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Authors: Larry Johns

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BOOK: Place of Bones
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Brown said nothing. He focused his eyes on a point midway between me and the wall behind me and just sat there.

I went on, “It’s that you think I’m your man.”

Brown spoke then. “Will you do it?”

My laugh was more a short bark of incredulity. “You’re giving me a

Brown and Ian exchanged glances. What that meant I did not know. “Well, mister bloody British intelligence,” I spat, “you can stuff your schedule of times and targets! And you can wipe your arse on the small fortune. I’m a mercenary soldier, not a goddamned mass murderer!”

Ian addressed himself to me personally for the first time. “Is there really that much difference, colonel?”

Had I obeyed my first instinct I would have dived at his throat. Was there a difference! Jesus! I felt stale. Did they really believe that all mercenaries were like that?

The third man’s W/T crackled into life then and the air of tension was frozen.

“Position one,” stuttered the handset.

The man lifted it to his head. “Yes, one?”

“About a third through,” said the metallic voice. “You’ve got about twenty minutes. Questions are being asked here, but as yet no-one’s getting desperate.”

“Okay. Keep us posted.” The man allowed the handset to fall to his lap, his eyes fixed firmly on Brown.

To me, Brown said, “Twenty minutes, colonel. That is as long we have to reach agreement. If you are not with the other passengers when they finally enter the main concourse, where your Chinese friends are waiting, then the cat, as they say, will be out of its bag. And the one and
way you get to leave this room, minus handcuffs and the promise of a million years behind bars is for us to be agreed in principal. If this proves impossible, then your arrest will become official by Congolese standards.”

I laughed again, but this also was not a laugh. “On what charges, for Christ’s sake!”

“Oh,” said Brown, pulling a concerned face, “Didn’t I tell you? You are a gun-runner, colonel.” He turned to Ian. “What is it he will be carrying, Ian?”

Ian said, “Two sub machine guns. A quantity of plastic explosive. Half a dozen hand grenades, and photographs of half the members of the National Assembly.”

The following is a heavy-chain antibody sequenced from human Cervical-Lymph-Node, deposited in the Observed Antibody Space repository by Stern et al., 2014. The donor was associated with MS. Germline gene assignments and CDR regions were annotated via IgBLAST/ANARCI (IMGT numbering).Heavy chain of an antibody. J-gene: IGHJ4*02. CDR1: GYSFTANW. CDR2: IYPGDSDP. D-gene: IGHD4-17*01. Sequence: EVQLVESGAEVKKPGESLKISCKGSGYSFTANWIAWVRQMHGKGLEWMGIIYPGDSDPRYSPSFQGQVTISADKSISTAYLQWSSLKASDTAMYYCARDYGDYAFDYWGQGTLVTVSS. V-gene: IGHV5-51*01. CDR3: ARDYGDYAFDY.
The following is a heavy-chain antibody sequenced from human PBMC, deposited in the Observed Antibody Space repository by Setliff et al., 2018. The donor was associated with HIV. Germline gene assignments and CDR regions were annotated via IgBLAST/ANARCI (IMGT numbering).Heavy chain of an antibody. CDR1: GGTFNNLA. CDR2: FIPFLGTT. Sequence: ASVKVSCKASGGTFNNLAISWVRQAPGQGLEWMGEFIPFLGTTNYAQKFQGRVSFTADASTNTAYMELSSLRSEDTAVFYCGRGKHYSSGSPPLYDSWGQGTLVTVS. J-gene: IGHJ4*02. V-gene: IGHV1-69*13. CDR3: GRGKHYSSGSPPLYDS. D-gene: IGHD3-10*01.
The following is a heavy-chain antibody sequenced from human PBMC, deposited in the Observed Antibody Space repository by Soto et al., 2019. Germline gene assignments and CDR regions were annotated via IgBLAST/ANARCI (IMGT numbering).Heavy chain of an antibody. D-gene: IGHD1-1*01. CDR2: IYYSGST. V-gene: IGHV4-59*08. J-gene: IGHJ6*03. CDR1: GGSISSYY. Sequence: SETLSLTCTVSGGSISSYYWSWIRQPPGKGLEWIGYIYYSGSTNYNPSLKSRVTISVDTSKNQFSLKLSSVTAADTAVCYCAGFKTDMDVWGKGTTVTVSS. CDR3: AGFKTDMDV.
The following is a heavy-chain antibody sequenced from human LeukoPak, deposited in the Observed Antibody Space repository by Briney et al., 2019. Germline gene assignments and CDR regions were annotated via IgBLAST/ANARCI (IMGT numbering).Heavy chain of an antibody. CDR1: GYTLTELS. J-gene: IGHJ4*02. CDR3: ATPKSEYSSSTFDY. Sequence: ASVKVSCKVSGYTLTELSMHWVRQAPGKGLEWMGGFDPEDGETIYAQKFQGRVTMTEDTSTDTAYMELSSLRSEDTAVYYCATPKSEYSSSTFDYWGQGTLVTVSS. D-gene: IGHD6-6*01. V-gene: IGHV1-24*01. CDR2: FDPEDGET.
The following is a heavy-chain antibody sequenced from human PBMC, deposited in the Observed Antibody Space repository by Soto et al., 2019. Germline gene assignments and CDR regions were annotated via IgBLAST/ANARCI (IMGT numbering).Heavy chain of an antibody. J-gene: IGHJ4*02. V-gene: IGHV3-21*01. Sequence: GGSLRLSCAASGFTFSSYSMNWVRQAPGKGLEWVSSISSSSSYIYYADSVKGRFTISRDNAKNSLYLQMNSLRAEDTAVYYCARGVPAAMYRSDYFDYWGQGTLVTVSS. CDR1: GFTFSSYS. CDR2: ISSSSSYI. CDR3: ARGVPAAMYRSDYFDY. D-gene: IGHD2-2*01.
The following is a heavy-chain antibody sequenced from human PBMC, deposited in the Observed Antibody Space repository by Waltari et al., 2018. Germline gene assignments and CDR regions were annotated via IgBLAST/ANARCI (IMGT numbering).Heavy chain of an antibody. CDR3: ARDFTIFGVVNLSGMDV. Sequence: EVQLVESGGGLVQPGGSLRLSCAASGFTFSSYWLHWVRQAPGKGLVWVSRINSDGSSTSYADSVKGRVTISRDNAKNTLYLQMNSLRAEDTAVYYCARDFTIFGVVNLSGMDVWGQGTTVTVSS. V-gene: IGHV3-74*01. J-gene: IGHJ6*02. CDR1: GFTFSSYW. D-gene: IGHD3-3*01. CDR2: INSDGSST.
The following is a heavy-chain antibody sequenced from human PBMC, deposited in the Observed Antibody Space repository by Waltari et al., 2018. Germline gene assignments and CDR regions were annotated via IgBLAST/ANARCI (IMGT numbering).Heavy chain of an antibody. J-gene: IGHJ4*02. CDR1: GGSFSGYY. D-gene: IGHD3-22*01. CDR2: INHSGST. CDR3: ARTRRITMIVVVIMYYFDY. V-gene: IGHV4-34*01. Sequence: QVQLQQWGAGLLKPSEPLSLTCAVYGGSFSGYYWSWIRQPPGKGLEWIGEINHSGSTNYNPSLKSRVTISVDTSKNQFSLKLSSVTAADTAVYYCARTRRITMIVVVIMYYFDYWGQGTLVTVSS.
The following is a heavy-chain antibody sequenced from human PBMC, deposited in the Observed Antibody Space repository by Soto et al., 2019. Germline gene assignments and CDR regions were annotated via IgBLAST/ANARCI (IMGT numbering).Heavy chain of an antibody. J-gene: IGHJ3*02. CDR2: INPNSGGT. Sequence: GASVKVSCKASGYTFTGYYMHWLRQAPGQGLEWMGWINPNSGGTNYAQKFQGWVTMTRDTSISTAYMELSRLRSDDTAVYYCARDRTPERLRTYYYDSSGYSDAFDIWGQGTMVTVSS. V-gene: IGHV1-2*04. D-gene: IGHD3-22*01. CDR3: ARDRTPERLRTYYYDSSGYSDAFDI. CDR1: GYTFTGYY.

My anger compressed itself into a small, hard knot somewhere in the pit of my stomach, as Brown swung his eyes back to me. “Tut tut, colonel,“ he said, shaking his head in pseudo admonishment. “Now that’s naughty. It’s also a capital offense here in the Congo.” His wry smile and raised eyebrows said: Check, I think!

I looked at him and he looked at me. I turned and looked at Ian, who looked away. And the man with the W/T was suddenly interested in the wallpaper. For several seconds I did not have a single positive thought in my head. I felt out-gunned and didn’t like it. In a sudden rush of something or other I dropped the cigarette onto the carpet and heeled it to death.

Brown’s steely gaze dropped to the floor for an instant. He might have smiled thinly, but it could also have been a grimace. He lifted a shoulder. “If it makes you feel any easier, colonel, we did not single you out for this assignment. Not in the way you imply. It is quite simply that you were the man the Chinese dragged in. Had they persuaded the Pope’s brother to work for them, it would be he sitting here now and not you.”

“Then get him,” I said dully; because that was how I felt; dull, edgeless and impotent.

“Who?” asked Brown seriously, missing my lame attempt at sarcasm.

“The Pope’s brother.”

His expression slid into one of exasperated patience. “Understand this, colonel. The Chinese cannot be allowed a foothold in Central Africa. Such an event would be tantamount to disaster for the west. And we are willing, nay,
than willing, to countenance any action, however distasteful, to prevent it.”

Dull I may have been, but I had Brown and his cronies pegged. I said, “West schmest!  This has sod-all to do with your paranoid fear of a communist resurgence. This is dollars and cents, it always is with you cloak and dagger merchants. You’ve made a scratch-my-back deal with Motanga. Any third year student could tell you that unless he can get a vote-catcher come next year’s elections, he’s washed up. That same student will also tell you that of all the possible candidates for the Zaire hot-seat, Motanga is the white man’s best bet,
best bet! He’s the devil you already know. And what was the deal? Mining concessions? It usually is.” With the bit between my teeth now, as opposed to rammed down my gullet, I went on, “You don’t need me; not for this threat of yours. If that was your angle you could end it here and now. You profess to know so goddam much about the set-up. Okay - throw the spanner in now! Before